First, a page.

Banks DIH 2004 Review
By Christopher Ram
January 9, 2005
For almost two months, Guyanese of all walks of life have been chanting the praises of Banks DIH Limited and its Management. Cotton banners have appeared around the country proclaiming Banks DIH Guyanese and not for sale. Full page advertisements have appeared in the press and television/radio hosts have had something to talk about. A major public corporation in Guyana was under threat of take-over by a company from another Caricom country. Guyanese nationalism was on proud display. The irony was that under the Investment Act passed in 2004, the potential bidder is deemed a domestic investor. That law won the backing of the Private Sector Commission (PSC), whose Deputy Chairman at the time was no other than Banks DIH executive Mr. Ramesh Dookhoo, who was the key player in the Committee set up by the PSC to review the draft legislation. Purely coincidentally this writer as an adviser to that Committee had opposed such a provision unless there was reciprocity! Clearly no good deed ever goes unpunished in Guyana while no one is ever held accountable for thoughtless or courageless acts.
The theme of the 2004 Annual Report for the year ended September 30, 2004 "Continuing the Legacy" was not dissimilar to the public campaign in which company personnel had taken to the streets of Georgetown. Just another of those ironies so common to life is that the Ad campaign is managed by a Trinidadian company and the Annual Report is printed not in Guyana but you know where. This week Business Page examines the annual report which will be tabled to the company's shareholders at the Annual General Meeting scheduled for January 15, 2005 which is roughly two months earlier than it has been held in the past three years. Timely reporting it seems is more a matter of corporate convenience rather that good accountability.
The Annual Report includes the financial statements of the company as well as the group which is made up of the company, Citizens Bank Guyana Inc., a 51% subsidiary, Caribanks Shipping Co. Ltd., (100%) and an associated company B.B Farms Inc. (40%). Caribanks was again reported as being a dormant company but the directors have given no indication of its plans for this subsidiary.
Good accounting practice requires that companies provide shareholders with information to show the profitability of the business segments but the directors have chosen three segments for reporting, namely Food and Beverage, Commercial Banking (obviously Citizens Bank) and Others representing less than 1/2% of the group's revenue. Given that the Annual Report of Citizens Bank is publicly available, the Directors are doing an injustice to its shareholders by not providing proper segment information for the company's "Food and Beverage" business.
Once again the Annual Report excludes a cash flow statement of the Company, denying members the opportunity to ascertain how funds are managed by the directors.
The Chairman in his report states that "considering the challenging economic environment within which all businesses operate, the Group's excellent performance is highlighted by the fact that Profit before Taxation increased by $481.3 million or 46.5% from $1.036 billion to $1.518 billion." To the untrained eye and those familiar with the half-year results published by the company earlier in the year, this was a dramatic turnaround from the sluggish performance of the past five years or more. Indeed in what appears to have been an effort to forestall any take-over action, these dramatic numbers were released to the press long before the Annual Report was available to the shareholders and not surprisingly the Report was anticipated with some eagerness and not a little skepticism.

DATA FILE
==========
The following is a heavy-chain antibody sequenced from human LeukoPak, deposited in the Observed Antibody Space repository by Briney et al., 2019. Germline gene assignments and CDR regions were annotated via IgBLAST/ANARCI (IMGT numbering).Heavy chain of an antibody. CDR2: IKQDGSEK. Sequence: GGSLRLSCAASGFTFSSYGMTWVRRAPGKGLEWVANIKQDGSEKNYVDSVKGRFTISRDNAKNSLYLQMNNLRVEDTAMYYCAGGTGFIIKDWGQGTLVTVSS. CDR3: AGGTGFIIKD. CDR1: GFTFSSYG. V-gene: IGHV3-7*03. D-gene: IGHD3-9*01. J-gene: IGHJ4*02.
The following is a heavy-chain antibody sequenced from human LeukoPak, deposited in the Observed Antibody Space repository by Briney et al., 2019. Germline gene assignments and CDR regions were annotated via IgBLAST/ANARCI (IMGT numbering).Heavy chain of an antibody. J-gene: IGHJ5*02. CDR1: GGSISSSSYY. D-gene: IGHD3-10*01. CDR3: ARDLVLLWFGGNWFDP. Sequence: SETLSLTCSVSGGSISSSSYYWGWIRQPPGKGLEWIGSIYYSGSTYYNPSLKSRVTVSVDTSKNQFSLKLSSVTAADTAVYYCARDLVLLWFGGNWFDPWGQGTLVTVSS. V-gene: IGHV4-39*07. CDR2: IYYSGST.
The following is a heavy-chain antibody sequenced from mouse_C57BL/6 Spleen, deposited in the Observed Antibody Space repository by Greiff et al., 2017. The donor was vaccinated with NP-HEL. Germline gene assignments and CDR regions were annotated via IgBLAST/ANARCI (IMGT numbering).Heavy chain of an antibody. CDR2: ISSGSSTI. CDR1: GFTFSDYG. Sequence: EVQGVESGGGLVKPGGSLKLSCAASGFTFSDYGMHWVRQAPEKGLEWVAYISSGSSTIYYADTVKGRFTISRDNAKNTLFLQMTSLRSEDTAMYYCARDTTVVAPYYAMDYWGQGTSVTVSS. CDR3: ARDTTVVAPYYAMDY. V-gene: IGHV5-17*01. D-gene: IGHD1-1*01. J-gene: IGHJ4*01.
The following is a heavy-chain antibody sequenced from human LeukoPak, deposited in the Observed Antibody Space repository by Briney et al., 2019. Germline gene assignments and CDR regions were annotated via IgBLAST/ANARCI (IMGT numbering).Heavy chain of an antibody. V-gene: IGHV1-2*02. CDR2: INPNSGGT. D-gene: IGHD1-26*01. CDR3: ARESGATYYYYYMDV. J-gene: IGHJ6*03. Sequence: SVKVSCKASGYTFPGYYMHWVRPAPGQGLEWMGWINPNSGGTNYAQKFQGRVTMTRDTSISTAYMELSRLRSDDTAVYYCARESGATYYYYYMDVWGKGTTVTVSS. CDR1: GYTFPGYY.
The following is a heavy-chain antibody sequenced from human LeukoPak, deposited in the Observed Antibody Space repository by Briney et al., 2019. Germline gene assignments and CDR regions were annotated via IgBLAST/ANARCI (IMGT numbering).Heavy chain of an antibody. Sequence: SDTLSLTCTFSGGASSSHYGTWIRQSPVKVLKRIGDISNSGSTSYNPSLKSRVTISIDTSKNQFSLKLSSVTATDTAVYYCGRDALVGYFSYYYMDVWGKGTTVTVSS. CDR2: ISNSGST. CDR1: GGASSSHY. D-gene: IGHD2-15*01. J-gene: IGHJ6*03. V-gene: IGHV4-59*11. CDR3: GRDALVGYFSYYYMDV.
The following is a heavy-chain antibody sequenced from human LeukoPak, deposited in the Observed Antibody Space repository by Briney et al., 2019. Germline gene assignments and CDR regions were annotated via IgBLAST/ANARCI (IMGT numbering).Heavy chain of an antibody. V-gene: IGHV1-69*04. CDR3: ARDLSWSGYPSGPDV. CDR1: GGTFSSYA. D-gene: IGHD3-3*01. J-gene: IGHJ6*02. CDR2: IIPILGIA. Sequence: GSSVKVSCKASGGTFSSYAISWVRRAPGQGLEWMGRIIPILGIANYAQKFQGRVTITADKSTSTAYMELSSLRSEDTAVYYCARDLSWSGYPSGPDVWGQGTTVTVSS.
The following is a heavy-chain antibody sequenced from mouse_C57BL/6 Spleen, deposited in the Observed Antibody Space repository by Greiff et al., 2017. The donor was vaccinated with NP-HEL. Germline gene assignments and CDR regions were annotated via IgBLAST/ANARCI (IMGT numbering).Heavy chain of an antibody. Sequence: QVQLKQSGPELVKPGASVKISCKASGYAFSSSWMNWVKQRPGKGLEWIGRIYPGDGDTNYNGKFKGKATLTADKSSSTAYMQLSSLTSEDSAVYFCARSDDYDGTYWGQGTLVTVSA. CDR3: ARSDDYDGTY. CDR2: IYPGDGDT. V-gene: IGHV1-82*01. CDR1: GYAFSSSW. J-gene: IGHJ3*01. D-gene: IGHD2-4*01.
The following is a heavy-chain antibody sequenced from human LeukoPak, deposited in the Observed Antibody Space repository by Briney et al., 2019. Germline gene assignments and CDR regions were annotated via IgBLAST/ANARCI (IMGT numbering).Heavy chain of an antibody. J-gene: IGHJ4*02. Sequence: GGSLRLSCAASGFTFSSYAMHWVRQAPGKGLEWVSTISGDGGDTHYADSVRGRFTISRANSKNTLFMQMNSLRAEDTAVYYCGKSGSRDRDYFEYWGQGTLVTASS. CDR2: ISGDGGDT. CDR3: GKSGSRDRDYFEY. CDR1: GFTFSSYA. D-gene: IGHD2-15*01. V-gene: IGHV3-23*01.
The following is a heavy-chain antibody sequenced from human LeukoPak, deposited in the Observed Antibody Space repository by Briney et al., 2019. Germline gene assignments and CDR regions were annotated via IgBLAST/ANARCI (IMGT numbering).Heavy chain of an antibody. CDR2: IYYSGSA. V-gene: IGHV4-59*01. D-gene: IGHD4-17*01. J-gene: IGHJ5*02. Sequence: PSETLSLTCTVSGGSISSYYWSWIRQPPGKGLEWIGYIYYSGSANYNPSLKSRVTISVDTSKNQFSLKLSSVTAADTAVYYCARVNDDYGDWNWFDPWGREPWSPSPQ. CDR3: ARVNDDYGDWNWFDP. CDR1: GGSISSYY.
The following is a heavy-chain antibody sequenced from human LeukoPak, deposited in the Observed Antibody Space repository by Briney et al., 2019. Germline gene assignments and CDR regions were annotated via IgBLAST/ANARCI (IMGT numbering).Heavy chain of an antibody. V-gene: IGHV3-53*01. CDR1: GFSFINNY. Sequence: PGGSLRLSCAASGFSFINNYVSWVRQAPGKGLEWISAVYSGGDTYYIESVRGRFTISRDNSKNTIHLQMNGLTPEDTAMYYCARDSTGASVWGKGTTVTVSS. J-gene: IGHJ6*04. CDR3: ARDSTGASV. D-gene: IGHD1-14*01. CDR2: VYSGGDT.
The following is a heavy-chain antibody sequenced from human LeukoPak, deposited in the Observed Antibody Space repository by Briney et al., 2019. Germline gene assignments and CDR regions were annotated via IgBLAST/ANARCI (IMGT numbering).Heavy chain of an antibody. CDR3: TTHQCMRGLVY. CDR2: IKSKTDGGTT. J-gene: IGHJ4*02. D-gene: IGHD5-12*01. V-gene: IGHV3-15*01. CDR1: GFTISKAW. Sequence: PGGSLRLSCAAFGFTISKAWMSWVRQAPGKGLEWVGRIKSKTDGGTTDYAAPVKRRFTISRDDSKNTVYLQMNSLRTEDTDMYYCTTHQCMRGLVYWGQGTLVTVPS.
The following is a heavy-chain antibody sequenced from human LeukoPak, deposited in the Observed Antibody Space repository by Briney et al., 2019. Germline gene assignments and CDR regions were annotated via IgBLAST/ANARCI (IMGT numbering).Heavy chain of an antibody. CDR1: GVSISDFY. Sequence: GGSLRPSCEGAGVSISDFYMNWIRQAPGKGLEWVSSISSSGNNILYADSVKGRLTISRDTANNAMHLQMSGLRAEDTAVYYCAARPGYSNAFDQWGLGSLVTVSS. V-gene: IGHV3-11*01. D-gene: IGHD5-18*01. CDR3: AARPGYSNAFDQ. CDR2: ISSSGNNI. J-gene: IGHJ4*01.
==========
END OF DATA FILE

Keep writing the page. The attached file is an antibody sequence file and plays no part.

The skepticism was not without some merit. During the second half of the year the company changed its depreciation policy which resulted in lower depreciation charges while revaluing its assets at the year end with the result that profits relative to previous periods were better and net assets increased. The change was mainly with reference to Plant and Machinery and Furniture, fittings and equipment. Note 27 states "the effect of the change on the current year results is a reduction of expenditure of $202,016." The total for the Group reduction is in fact $202,016,000 but readers may not interpret the narrative information in the same way that they would interpret financial information.
Profits without accounting for the change in depreciation are illustrated below:
The decrease in depreciation is almost equal to the increase in profits. The reality is that the loudly touted improvement of 46% in profits has nothing to do with better performance but the simple matter of changing the company's policy on depreciation.
It must be a measure of the company's situation that an 8% increase in net revenue only translated to a 1% increase in real and sustainable profits. By comparison, profits after tax of Citizens Bank Limited increased by 43.8% on a net income increase of 10.8%. Next week we will examine the Annual Report of the Bank in more detail.
Share price, valuation and market capitalisation
At the January 8, 2005 session of the Guyana Stock Exchange, shares of Banks DIH Limited were priced at $8, up by close to 100% in just over two months when the price was $4.20 - less than the $4.80 price which Business Page had calculated as the effective price following a one-for-four bonus issue. A bonus share is another of those book entries and like a stock split does not alter the performance of the company.